What is a CASA volunteer?
A Court Appointed Special Advocate (CASA) volunteer is a trained citizen who is appointed by a judge to represent the best interests of a child in court. In the 5th Judicial Circuit Court of Missouri (Buchanan and Andrew counties) these children are victims of abuse and/or neglect.
What is the role of a CASA volunteer?
A CASA volunteer provides a judge with carefully researched background details about the child to help the court make a sound decision about that child's future. Each home placement case is as unique as the child involved. The CASA volunteer must determine if the best interest of the child is staying with their parents or guardians, being placed in foster care, or being freed for permanent adoption. The CASA volunteer makes a recommendation on placement to the judge and follows through on the case until permanency for the child is achieved. The average length of a case is 16 months.
Is there a "typical" CASA volunteer?
CASA volunteers come from all walks of life and possess a variety of professional, educational, and ethnic backgrounds. There are more than 97,000 CASA volunteers nationally. Locally, we currently have 27 volunteers who serve children in both Andrew and Buchanan counties.
How do CASA volunteers investigate a case?
To prepare a recommendation, the CASA volunteer talks with the child, parents, family members, social workers, school officials, health providers, and others who are knowledgeable about the child's history. The CASA volunteer also reviews all records pertaining to the child-school, medical, case worker reports, and other documents.
How much time is required to volunteer?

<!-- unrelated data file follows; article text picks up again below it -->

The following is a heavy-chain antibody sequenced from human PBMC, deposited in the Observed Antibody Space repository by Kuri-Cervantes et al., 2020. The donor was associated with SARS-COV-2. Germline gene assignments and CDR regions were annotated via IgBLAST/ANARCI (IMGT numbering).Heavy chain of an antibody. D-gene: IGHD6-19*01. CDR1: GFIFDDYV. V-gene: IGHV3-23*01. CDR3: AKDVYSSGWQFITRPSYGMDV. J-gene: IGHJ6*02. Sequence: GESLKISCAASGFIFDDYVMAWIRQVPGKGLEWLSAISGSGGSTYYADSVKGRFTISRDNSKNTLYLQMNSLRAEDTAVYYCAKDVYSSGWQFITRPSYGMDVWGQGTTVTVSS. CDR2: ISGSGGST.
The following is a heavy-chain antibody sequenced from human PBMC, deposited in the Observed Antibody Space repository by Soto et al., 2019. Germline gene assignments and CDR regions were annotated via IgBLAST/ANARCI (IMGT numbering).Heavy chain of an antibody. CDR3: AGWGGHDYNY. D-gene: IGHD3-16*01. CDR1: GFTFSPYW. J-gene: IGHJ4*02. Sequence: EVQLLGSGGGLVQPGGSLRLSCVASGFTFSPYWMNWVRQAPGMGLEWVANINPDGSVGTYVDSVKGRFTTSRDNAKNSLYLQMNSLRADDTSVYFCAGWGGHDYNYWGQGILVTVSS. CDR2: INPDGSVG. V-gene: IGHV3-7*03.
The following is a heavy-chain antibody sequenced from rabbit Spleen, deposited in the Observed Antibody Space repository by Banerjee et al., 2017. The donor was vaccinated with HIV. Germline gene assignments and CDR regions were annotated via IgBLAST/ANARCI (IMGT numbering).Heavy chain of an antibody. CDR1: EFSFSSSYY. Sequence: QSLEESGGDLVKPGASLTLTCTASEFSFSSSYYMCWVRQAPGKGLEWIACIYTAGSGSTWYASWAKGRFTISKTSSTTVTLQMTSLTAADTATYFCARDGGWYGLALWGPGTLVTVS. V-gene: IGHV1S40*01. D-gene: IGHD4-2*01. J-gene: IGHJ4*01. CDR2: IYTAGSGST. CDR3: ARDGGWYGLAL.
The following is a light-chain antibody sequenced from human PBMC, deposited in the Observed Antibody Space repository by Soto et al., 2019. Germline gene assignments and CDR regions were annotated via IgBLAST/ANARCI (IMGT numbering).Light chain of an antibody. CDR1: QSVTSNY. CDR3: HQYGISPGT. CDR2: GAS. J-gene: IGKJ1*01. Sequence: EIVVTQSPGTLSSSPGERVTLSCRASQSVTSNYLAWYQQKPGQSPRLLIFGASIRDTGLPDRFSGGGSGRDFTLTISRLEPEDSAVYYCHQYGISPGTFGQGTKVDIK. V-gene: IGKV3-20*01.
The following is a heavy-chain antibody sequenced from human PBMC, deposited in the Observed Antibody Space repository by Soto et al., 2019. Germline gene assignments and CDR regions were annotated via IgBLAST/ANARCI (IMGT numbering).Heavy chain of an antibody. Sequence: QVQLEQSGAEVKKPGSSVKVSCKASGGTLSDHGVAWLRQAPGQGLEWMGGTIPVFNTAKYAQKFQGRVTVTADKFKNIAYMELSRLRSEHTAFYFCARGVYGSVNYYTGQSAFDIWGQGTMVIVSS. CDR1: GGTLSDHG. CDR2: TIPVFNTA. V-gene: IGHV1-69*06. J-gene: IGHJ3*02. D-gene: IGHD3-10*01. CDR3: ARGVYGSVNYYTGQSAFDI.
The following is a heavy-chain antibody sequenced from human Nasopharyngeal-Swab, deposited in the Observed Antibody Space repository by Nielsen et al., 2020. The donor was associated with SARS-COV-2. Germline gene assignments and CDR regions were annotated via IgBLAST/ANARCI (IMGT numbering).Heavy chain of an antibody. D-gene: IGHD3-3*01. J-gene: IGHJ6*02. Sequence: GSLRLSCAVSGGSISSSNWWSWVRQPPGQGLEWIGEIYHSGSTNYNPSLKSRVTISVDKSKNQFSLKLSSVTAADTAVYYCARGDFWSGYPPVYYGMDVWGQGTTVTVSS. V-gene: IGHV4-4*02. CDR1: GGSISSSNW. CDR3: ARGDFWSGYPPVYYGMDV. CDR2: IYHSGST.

Each case is different. A CASA volunteer can spead several hours doing research and conducting interviews prior to the first court appearance. More complicated cases take longer. Once initiated into the system, volunteers work on average 4 hours per month on a case depending on the complicity.
How long does a CASA volunteer remain involved?
The volunteer continues until the case is permanently resolved. One of the primary benefits of the CASA program is that, unlike other court principals who often rotate cases, the CASA volunteer is a consistent figure in the proceedings and provides continuity for a child.
The CASA Movement
In 1977, a Seattle Superior Court Judge named David Soukup was concerned about trying to make decisions on behalf of abused and neglected children without enough information. He conceived the idea of appointing community volunteers to speak up for the best interests of these children in court. He made a request for volunteers; 50 citizens responded, and that was the start of the CASA movement. Since the conception of the CASA program in 1977, CASA has grown to include nearly 950-member programs in 49 states nationwide. CASA programs across the country are known by several different names, including Guardian ad Litem, Child Advocates and Voices for Children. Since the inception of CASA advocacy, volunteers have helped well over 1,000,000 children find safe, permanent homes
in which they can thrive.
The CASA program in the Buchanan county started as a pilot project in 1987. Under the supervision and support of Judge Patrick Robb the program was made an established part of the juvenile court process and also began serving children in Andrew county as well. The 5th Judicial Circuit CASA Office currently has 27 volunteers who serve children in both counties.
CASA Program Assistant
Please call us at: (816) 901-1708 or fill out our contact form.
5th Circuit CASA of Missouri
411 Jules, B-3
Saint Joseph, MO 64501
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